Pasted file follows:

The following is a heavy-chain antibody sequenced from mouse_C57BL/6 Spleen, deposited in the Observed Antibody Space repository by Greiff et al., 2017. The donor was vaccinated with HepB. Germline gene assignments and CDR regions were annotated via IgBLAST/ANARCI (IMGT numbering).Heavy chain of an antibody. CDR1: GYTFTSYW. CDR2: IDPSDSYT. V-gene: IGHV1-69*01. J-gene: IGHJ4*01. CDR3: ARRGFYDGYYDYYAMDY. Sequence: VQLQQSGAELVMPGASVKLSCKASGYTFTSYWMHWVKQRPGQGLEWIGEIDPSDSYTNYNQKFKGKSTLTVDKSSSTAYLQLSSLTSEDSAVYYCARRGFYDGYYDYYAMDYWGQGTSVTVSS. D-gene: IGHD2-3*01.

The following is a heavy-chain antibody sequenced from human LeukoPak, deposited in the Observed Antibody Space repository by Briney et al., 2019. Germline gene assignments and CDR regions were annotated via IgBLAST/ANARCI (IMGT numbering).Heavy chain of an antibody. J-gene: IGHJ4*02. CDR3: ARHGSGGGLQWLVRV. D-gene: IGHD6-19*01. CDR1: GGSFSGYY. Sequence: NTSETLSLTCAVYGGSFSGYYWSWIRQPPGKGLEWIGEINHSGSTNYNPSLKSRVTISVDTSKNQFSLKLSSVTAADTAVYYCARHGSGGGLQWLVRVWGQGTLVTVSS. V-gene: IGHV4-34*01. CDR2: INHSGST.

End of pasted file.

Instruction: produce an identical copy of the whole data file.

The following is a heavy-chain antibody sequenced from mouse_C57BL/6 Spleen, deposited in the Observed Antibody Space repository by Greiff et al., 2017. The donor was vaccinated with HepB. Germline gene assignments and CDR regions were annotated via IgBLAST/ANARCI (IMGT numbering).Heavy chain of an antibody. CDR1: GYTFTSYW. CDR2: IDPSDSYT. V-gene: IGHV1-69*01. J-gene: IGHJ4*01. CDR3: ARRGFYDGYYDYYAMDY. Sequence: VQLQQSGAELVMPGASVKLSCKASGYTFTSYWMHWVKQRPGQGLEWIGEIDPSDSYTNYNQKFKGKSTLTVDKSSSTAYLQLSSLTSEDSAVYYCARRGFYDGYYDYYAMDYWGQGTSVTVSS. D-gene: IGHD2-3*01.

The following is a heavy-chain antibody sequenced from human LeukoPak, deposited in the Observed Antibody Space repository by Briney et al., 2019. Germline gene assignments and CDR regions were annotated via IgBLAST/ANARCI (IMGT numbering).Heavy chain of an antibody. J-gene: IGHJ4*02. CDR3: ARHGSGGGLQWLVRV. D-gene: IGHD6-19*01. CDR1: GGSFSGYY. Sequence: NTSETLSLTCAVYGGSFSGYYWSWIRQPPGKGLEWIGEINHSGSTNYNPSLKSRVTISVDTSKNQFSLKLSSVTAADTAVYYCARHGSGGGLQWLVRVWGQGTLVTVSS. V-gene: IGHV4-34*01. CDR2: INHSGST.